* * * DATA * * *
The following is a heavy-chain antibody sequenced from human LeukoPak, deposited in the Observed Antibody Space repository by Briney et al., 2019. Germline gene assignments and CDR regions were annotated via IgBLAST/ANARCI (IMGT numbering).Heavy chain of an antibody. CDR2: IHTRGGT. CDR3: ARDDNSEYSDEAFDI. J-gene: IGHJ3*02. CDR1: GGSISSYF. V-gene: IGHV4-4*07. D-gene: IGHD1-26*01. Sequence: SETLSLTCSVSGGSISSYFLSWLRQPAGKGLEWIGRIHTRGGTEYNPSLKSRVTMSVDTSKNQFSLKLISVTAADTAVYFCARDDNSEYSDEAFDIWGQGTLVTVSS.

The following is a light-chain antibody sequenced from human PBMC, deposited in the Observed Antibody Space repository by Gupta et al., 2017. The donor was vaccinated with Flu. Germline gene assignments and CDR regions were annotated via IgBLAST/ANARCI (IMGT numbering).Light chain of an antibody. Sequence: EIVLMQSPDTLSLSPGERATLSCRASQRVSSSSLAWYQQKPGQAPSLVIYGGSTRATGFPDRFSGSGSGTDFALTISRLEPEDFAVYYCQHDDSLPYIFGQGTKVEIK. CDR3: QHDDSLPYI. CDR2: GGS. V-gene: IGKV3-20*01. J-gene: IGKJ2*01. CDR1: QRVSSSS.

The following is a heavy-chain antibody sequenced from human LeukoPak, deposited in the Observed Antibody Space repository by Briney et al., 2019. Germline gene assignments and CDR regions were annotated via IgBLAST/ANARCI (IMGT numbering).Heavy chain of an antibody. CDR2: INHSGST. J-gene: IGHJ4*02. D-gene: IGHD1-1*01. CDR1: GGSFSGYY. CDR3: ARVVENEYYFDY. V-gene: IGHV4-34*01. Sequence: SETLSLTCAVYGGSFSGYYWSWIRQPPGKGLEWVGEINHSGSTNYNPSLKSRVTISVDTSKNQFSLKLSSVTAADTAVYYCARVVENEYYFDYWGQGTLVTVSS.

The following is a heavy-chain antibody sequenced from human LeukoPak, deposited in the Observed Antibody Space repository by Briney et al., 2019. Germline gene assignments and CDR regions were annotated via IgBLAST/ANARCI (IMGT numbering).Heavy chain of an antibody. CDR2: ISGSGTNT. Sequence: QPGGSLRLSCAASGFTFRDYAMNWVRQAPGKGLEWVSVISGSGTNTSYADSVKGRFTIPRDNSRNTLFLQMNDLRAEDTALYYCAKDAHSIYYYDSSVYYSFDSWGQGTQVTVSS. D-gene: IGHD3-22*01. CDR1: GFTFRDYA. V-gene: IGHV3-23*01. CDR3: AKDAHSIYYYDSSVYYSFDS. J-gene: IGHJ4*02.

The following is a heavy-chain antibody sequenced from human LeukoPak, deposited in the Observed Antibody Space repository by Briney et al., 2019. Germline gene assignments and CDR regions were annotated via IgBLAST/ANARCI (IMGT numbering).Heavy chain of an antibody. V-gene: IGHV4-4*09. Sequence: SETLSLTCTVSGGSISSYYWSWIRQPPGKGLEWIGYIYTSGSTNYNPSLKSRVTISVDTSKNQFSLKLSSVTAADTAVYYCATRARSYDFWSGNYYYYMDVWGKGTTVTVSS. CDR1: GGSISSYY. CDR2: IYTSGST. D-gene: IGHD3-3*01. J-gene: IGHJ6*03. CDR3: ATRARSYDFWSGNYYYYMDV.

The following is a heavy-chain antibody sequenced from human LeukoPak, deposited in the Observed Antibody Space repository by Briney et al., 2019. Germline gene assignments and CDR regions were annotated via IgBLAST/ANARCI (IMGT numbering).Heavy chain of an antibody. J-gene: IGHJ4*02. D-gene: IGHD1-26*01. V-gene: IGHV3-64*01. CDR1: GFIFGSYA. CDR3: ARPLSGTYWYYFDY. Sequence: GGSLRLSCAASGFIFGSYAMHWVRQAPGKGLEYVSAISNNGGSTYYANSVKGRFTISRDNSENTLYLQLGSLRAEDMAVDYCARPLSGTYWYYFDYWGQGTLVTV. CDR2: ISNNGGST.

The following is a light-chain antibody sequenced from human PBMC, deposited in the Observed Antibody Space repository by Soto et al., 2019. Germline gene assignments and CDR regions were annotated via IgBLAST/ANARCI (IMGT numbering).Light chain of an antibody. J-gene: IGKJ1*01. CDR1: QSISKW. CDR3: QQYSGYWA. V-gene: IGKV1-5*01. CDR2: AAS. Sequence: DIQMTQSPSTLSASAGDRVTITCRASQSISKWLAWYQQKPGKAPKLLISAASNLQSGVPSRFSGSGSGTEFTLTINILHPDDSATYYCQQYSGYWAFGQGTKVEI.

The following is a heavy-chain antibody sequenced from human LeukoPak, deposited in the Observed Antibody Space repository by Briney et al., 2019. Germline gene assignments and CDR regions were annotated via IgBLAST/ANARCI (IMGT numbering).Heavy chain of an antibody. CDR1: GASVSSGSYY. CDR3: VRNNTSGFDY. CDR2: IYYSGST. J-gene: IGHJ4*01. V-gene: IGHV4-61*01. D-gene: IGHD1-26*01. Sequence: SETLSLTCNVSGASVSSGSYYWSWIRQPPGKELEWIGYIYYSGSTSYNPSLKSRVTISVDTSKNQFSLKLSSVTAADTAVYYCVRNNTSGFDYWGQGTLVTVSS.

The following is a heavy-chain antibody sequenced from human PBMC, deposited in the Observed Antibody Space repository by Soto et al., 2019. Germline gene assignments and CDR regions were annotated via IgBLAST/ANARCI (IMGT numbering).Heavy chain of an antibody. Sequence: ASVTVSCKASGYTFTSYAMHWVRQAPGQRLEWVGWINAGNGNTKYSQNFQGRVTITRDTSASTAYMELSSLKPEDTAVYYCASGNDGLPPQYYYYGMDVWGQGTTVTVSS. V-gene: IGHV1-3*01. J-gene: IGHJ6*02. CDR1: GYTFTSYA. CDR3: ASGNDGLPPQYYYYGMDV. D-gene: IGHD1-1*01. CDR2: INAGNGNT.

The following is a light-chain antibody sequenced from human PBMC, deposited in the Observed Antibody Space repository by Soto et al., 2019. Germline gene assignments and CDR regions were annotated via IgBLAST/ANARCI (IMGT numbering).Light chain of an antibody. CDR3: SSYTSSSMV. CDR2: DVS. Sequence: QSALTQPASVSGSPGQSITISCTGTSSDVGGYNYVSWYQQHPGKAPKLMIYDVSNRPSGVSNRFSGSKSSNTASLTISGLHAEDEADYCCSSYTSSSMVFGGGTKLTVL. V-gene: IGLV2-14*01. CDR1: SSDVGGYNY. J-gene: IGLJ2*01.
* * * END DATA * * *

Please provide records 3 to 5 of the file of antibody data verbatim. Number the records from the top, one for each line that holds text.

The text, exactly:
The following is a heavy-chain antibody sequenced from human LeukoPak, deposited in the Observed Antibody Space repository by Briney et al., 2019. Germline gene assignments and CDR regions were annotated via IgBLAST/ANARCI (IMGT numbering).Heavy chain of an antibody. CDR2: INHSGST. J-gene: IGHJ4*02. D-gene: IGHD1-1*01. CDR1: GGSFSGYY. CDR3: ARVVENEYYFDY. V-gene: IGHV4-34*01. Sequence: SETLSLTCAVYGGSFSGYYWSWIRQPPGKGLEWVGEINHSGSTNYNPSLKSRVTISVDTSKNQFSLKLSSVTAADTAVYYCARVVENEYYFDYWGQGTLVTVSS.

The following is a heavy-chain antibody sequenced from human LeukoPak, deposited in the Observed Antibody Space repository by Briney et al., 2019. Germline gene assignments and CDR regions were annotated via IgBLAST/ANARCI (IMGT numbering).Heavy chain of an antibody. CDR2: ISGSGTNT. Sequence: QPGGSLRLSCAASGFTFRDYAMNWVRQAPGKGLEWVSVISGSGTNTSYADSVKGRFTIPRDNSRNTLFLQMNDLRAEDTALYYCAKDAHSIYYYDSSVYYSFDSWGQGTQVTVSS. D-gene: IGHD3-22*01. CDR1: GFTFRDYA. V-gene: IGHV3-23*01. CDR3: AKDAHSIYYYDSSVYYSFDS. J-gene: IGHJ4*02.

The following is a heavy-chain antibody sequenced from human LeukoPak, deposited in the Observed Antibody Space repository by Briney et al., 2019. Germline gene assignments and CDR regions were annotated via IgBLAST/ANARCI (IMGT numbering).Heavy chain of an antibody. V-gene: IGHV4-4*09. Sequence: SETLSLTCTVSGGSISSYYWSWIRQPPGKGLEWIGYIYTSGSTNYNPSLKSRVTISVDTSKNQFSLKLSSVTAADTAVYYCATRARSYDFWSGNYYYYMDVWGKGTTVTVSS. CDR1: GGSISSYY. CDR2: IYTSGST. D-gene: IGHD3-3*01. J-gene: IGHJ6*03. CDR3: ATRARSYDFWSGNYYYYMDV.